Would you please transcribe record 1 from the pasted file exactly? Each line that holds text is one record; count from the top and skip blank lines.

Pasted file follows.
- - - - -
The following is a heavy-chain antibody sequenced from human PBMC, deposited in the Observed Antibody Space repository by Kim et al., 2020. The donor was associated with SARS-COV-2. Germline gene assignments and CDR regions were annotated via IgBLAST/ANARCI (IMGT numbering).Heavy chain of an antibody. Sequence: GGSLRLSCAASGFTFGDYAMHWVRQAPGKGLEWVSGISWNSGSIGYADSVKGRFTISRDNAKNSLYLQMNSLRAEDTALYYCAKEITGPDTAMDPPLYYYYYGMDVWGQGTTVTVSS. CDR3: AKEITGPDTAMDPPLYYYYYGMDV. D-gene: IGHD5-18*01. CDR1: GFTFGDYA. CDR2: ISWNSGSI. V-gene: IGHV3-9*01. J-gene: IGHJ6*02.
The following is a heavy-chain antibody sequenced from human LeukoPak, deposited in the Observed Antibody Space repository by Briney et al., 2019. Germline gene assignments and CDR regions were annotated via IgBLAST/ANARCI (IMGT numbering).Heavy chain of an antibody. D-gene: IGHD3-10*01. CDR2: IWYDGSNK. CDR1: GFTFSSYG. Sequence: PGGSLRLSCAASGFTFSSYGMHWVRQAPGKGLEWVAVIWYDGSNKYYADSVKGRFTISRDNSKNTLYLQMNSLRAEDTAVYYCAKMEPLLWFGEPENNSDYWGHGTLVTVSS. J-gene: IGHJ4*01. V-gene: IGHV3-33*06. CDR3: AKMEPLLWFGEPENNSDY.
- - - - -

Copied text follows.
The following is a heavy-chain antibody sequenced from human PBMC, deposited in the Observed Antibody Space repository by Kim et al., 2020. The donor was associated with SARS-COV-2. Germline gene assignments and CDR regions were annotated via IgBLAST/ANARCI (IMGT numbering).Heavy chain of an antibody. Sequence: GGSLRLSCAASGFTFGDYAMHWVRQAPGKGLEWVSGISWNSGSIGYADSVKGRFTISRDNAKNSLYLQMNSLRAEDTALYYCAKEITGPDTAMDPPLYYYYYGMDVWGQGTTVTVSS. CDR3: AKEITGPDTAMDPPLYYYYYGMDV. D-gene: IGHD5-18*01. CDR1: GFTFGDYA. CDR2: ISWNSGSI. V-gene: IGHV3-9*01. J-gene: IGHJ6*02.